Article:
A European success story
The Eurovision News Exchange, the first one of its kind, was agreed upon by European broadcasters and started on 28 September 1961.
The European Broadcasting Union (EBU) is an alliance of public service broadcasters (e.g. ARD, BBC, RAI, etc) with a total of 115 member organisations in 56 countries at the time of writing.
EBU members share many activities, which include: exchanging news and programme content, collaborate on legal matters and elaborate technical standards.
Public service broadcasting and the news exchange
Providing a news service is part of the core mission of public broadcasters.
Broadcasters still adhere to some variation of ‘educate, inform, and entertain’ – the remit first articulated by John Reith (Managing Director, then Director General of the BBC, 1922-1938).
Covering TV news requires considerable resources: editorial and technical personnel, technical equipment and sizeable premises. Of all this is expensive and budgets have always been tight – whether 1960 or 2021.
Eurovision News Exchange
If only each broadcaster could focus on its national coverage, while relying on partners abroad to provide overseas material, they could all benefit from a vast pool of news items – while saving money. This led to the establishment of the first news exchange in the world, on 28th September 1961 – on a non-commercial basis. Participants only pay for the operating costs, while news material is exchanged on the basis of reciprocity.
Why does it matter?
Since that first day in 1961, European TV audiences have been receiving a steady supply of news from all around the continent and the world, thanks to the complex, advanced organisation called EVN. Europeans were getting used to living with each other as citizens and neighbours, no longer as enemies and the daily flow of news items made a difference. In 1961, every adult European still remembered the war, which had finished only 16 years earlier.
When travel across the continent wasn’t as common as it is today, Europeans could see every day in their news bulletin what our leaders, but also normal people, were doing in Amsterdam, Helsinki or Rome. Even more relevant, while western Europe was getting used to living together, the Iron Curtain had just finished sealing off Eastern Europe, with barbed wire, minefields and the wall zig-zagging across Berlin and the European continent for the next three decades. It also scarred minds, as many people saw family, friends and people just like them locked away, unable to travel and enjoy the improving western European quality of life.
The EVN has been operating continuously for the last 60 years, meeting every challenge since that day, as it continues doing it now, in a news environment moving ever faster. The Eurovision News Exchange linking since 1961 the newsrooms of public TV members, exchanges on average 120 news items a day and operates three channels for live news transmissions, covering events around Europe and the world.
To quote the current EVN managers: “Its activity has expanded well beyond the daily exchange of live and edited news actualities to include eyewitness news verification, digital news recommendation and monitoring tools, exchange of podcasts and audio content, data journalism.”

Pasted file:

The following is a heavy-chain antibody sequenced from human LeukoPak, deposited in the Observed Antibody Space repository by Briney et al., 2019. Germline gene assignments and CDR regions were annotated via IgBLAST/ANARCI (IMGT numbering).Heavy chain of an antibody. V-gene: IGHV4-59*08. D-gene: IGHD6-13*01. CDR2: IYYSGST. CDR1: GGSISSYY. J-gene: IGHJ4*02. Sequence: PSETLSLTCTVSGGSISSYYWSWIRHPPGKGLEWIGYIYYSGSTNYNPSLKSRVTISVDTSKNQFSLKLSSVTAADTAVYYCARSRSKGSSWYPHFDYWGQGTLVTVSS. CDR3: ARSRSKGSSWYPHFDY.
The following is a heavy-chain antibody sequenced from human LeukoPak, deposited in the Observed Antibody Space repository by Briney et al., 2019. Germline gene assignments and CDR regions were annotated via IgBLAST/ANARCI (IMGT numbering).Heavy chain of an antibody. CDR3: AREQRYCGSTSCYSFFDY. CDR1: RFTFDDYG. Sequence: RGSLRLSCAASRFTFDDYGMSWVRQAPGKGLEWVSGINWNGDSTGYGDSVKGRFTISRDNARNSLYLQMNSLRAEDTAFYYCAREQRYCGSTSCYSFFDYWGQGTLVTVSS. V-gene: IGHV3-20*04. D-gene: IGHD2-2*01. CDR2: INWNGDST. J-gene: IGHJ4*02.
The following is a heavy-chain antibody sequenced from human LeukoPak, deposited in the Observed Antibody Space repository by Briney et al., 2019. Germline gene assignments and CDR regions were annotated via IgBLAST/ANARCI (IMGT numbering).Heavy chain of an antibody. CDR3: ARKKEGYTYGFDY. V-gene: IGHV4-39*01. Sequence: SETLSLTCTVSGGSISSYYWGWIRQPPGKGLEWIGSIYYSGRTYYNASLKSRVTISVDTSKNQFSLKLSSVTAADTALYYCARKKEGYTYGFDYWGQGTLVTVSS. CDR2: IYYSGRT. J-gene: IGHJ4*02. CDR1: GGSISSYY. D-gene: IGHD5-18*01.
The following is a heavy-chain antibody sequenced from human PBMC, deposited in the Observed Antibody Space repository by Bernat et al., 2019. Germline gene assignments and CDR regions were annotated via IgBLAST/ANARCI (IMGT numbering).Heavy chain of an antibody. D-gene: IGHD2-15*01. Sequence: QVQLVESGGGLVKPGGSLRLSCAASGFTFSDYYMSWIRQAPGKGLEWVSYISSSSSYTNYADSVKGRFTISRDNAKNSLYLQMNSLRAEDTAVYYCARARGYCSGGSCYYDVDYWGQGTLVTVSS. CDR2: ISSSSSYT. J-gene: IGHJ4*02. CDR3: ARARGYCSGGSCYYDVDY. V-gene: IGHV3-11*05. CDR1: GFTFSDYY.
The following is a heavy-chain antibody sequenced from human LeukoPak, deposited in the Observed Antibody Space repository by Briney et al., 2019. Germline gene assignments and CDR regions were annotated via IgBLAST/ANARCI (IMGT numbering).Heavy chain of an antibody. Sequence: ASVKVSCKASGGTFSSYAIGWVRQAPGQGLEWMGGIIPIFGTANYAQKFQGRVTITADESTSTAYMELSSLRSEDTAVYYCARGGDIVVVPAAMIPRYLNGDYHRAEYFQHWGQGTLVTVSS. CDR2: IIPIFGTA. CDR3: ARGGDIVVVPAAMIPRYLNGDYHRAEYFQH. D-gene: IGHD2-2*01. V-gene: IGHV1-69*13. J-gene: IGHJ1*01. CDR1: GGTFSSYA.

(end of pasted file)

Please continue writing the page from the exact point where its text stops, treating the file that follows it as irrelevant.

The need has never been greater
But there are challenges as well – the major one, sixty years after the first Eurovision News Exchange, being the decline of democracy and misinformation:
“The need for strong public service media has never been greater,” says Noel Curran, Director General, EBU. “Anyone can ‘report’ breaking news by uploading footage and gaining a global audience in seconds. This has transformed news consumption but brings with it a prevalence of misinformation and deliberate fake news. The results can have dreadful repercussions for stable, elective democracies.
…[Curran calls for the] protection of transparent and trusted news, reflecting a range of opinions and views. “News that reflects diversity of thought and opinion, subject to rigorous editorial processes of accountability and verification, ensures accurate, trusted content that supports democratic societies.”Noel Curran, Director General, EBU
|News Exchanges around the World|
The Eurovision News Exchange model spread around the world, as it was adopted by ASBU (Arab States Broadcasting Union) in the Arab world, by ABU (Asia-Pacific Broadcasting Union) in Asia and by URTNA (Union des Radiodiffusions et Télévisions Nationales d’Afrique) in Africa. With the exception of the Americas, which opted for the commercial model, although most broadcasters have operating agreements with the EVNs.
|Equal opportunity employer|
The Eurovision News Exchange has always had a high percentage of female employees and, currently, its top managers are female. An equal opportunity employer, long before the concept became fashionable.
|The great unknown|
If the Eurovision News Exchange is so important, you may wonder why you never heard about it, even if you are a media professional? It’s a highly specialised activity and, although it is covered occasionally by colleagues in the media, it’s not exactly a household name.
On the other hand, ask anybody in Europe and beyond about Eurovision and they will answer: the Eurovision Song Contest – but that’s a different story and my colleague Emanuele is much better placed to tell you about it.
The opinions on this blog are of the authors themselves and do not necessarily represent the opinions or policies of ELfR.